I just read somewhere that it takes “courage” to make changes and/or let things go. It was a curious assertion– though confidently made by the individual whose said it.
I don’t know.
“Courage,” as best I can tell, is not making changes or letting go of things just for the sake of making changes or letting go.
I mean, a lot of the time we’re told that it takes “courage” to make changes or to let go, because many people experience making changes and letting go as difficult things to do. But the fact is, sometimes it’s very easy to change things or to let go— especially if we’re scared of the alternatives.
Put another way, there are times when changing or letting go are the easy things to do. When you grab a cookie sheet out of the oven but forget to use an oven mitt, it doesn’t take a lot of “courage” to let it go.
Letting it go in that case is immediate, instinctive, and much easier than the alternative.
Some people go through life making changes and letting to of things not because they are “courageous,” but because they are afraid.
Have you ever known someone like this? They get anxious, scared, paranoid about a situation, and, instead of sitting with it and seeing how it develops, they scramble to make changes right away…whether those changes are particularly well thought out or not.
Therapists see this a lot when working with people who struggle with unstable relationship patterns. If a person happens to believe, consciously or unconsciously, that growing closer to people, relying on them, and being vulnerable to them will eventually mean pain, then they’re often tempted to torpedo relationships as soon as they become comfortable.
Again and again they do this. Get into a relationship, start to get comfortable, then…anxiety flares up, and instead of sitting with or working through the anxiety…BOOM!
The reason why it’s important to understand that not every impulse to change or let go is important is because there are lots of people— usually people who are selling something— who want to frame “making changes” as always courageous.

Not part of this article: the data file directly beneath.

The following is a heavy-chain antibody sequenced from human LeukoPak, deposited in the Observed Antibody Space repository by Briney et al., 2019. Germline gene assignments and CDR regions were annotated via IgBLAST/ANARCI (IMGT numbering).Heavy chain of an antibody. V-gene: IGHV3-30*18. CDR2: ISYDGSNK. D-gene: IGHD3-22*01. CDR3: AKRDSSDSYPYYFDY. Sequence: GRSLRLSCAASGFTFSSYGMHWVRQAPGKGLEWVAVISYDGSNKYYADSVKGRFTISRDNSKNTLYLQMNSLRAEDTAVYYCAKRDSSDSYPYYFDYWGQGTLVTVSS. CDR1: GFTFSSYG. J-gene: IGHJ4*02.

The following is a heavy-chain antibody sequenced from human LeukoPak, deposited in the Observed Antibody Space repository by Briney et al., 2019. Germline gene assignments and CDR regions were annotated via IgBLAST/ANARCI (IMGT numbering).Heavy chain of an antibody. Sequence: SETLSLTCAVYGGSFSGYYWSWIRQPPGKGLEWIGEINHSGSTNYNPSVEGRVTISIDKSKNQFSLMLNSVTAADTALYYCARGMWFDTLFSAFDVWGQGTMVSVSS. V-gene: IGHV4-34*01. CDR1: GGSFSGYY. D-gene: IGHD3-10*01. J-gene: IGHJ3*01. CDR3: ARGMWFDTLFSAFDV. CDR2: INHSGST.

They want you to think that by choosing to make changes— namely, by choosing to buy or invest in whatever they happen to be selling— you’re being “courageous.”
These salesman aren’t really even selling the product they’re ostensibly pushing. They’re selling the opportunity for you to feel “courageous,” by setting up an equation whereby “making changes” (i.e., investing in their product) defines you as “courageous.”
They, like so many other marketers, are trying to sell you on the opportunity to feel good about yourself.
The thing is…you don’t need their product to be courageous.
You don’t need their approval to feel good about yourself.
You have all the tools, and all the reasons, to feel good about yourself right here, right now— no purchase or transformation necessary.
The world does this a lot. It tries to control our behavior by setting up equations whereby, if we behave as “they” would prefer, you supposedly fulfill the definition they’ve established as desirable.
Politicians do this an AWFUL lot. They’ll try to sell you on the basic message that “if you’re a good person, if you truly believe in principles X, Y, and Z,” you’ll vote for Candidate Whomever.”
Or, they might try the opposite: “You don’t want to be like all of THOSE people supporting Candidate Whichever, do you?”
Again, and again, and again, the world tries to control our behavior— our voting behavior, our buying behavior, our interpersonal behavior— by telling us what behavior equates to certain qualities.
They try to tell us what “courage” means…by defining behaviors that aren’t necessarily courageous.
They try to tell us what “moral” means…by defining behaviors that are “moral” only in relative terms.
They try to tell us what “good” is, what “high class” is, what “smart” is. But if you look at the behaviors they link to these adjectives, you’ll notice a curious pattern: these behaviors aren’t necessarily “good,” “high class,” or “smart” in and of themselves. They’re “good,” “high class,” and “smart” because they happen to align with what these people want us to do…most often, how they want us to cast our votes or spend our money.
Don’t let the world tell you what “courage” means. It may mean something completely different to you than it does to the world.
Don’t let them tell you what it means to be smart, kind, moral, or high class.
You’re more than their marketing strategies.
You get to define who you are.
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